Dear Dean Clark,
I was surprised to read your response to the recent episode involving unauthorized access to the ApplyYourself website. I am disappointed in your decision and hope that you will reconsider.
First, describing this unauthorized entry as “hacking” is at best a misnomer. A friend forwarded me the instructions (luckily, he didn’t have time to “hack in” himself). I’m sure you’ve seen them, but just in case I’ve attached them to the bottom of this letter. There are four steps, and the most advanced skill involved is cutting and pasting. Any computer novice could follow these. Is this “hacking”? To emphasize the ambiguity here, imagine that the incident involved only one step-say, linking to a URL that happened to be left unsecured. Would you still consider this “a serious breach of trust”?
The reality, as you likely know better than I, is that ethical standards in many situations are far from clear, especially norms still forming vis-…-vis technology. Consider the violation closely: notwithstanding the “confidential” nature of the application information, the harm that these applicants were inflicting on others by looking at their own decisions is difficult to articulate. These applicants are about as guilty as a child who, upon seeing one of her Christmas presents under the tree, can’t resist peeking inside when her parents aren’t looking. Impatient, yes, but ethically wrong? Only in a very strange sense. In viewing their decisions early the applicants broke no commitments, violated no specific prohibition, and, most importantly, believed that no one would be directly or indirectly harmed by their finding out. What, precisely, is their fault for
These are complex issues, and I suspect a survey of HBS students would reveal uncertainty about situations like this (a result that would suggest some don’t find this as “intuitive” as others). The point is-and this is crucial-HBS failed to articulate clear standards or punishments prior to these actions. In your mind it may be very clear that this is wrong; but because intuitions vary from person to person, for the sake of fairness we have to set standards before we hold people accountable to them.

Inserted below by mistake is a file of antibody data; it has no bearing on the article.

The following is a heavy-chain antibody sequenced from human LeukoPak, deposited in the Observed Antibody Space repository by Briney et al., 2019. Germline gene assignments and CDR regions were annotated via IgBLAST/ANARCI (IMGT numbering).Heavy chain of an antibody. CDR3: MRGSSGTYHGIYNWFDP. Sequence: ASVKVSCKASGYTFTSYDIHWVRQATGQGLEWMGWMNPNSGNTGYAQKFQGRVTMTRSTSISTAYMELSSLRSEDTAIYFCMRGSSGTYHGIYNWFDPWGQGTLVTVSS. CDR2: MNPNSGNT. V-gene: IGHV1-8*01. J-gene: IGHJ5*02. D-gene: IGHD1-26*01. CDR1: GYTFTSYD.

Finally, I find your indictment of these applicants’ integrity unjustifiable. We all confront ethical dilemmas, and sometimes we make choices we later regret. Character is more about habits than individual actions, as Aristotle (and Stephen Covey) would no doubt agree; none of us can judge a person’s character on the basis of a single action. To claim that a relatively minor ethical misstep disqualifies someone from a Harvard education is to indict me, along with most people I know here.
I realize that HBS needs to prove its commitment to promoting ethical behavior. Punishing rather harmless behavior using arbitrary standards is not the way to do this. We should apologize for our mistake, set a clear standard for the future, and cease to blame people who act in the same way many of us would have. That would be setting an admirable ethical example to follow.
Aaron Bigbee (OF)
Instructions for unauthorized entry to ApplyYourself.com website
1. Login to HBS site.
2. Check your url, it contains something like:
AYID=3533396-CA54-403A-B6F5-3D804B35AE9. Copy it somewhere.
3. Next, click on the link called application for admission on the main page. Open the source from your browser (view->page source)
4. Next, search for packageanswerid it will be a 7 digit number. copy it, then replace the following URl with your own values of AYID and id: https://app.applyyourself.com/AyApplicantMain/ ApplicantDecision.asp?AYID=3533396-CA54-403A-B6F5 3D804B35AE9&mode=decision&id=1234567
5. Paste this link in the browser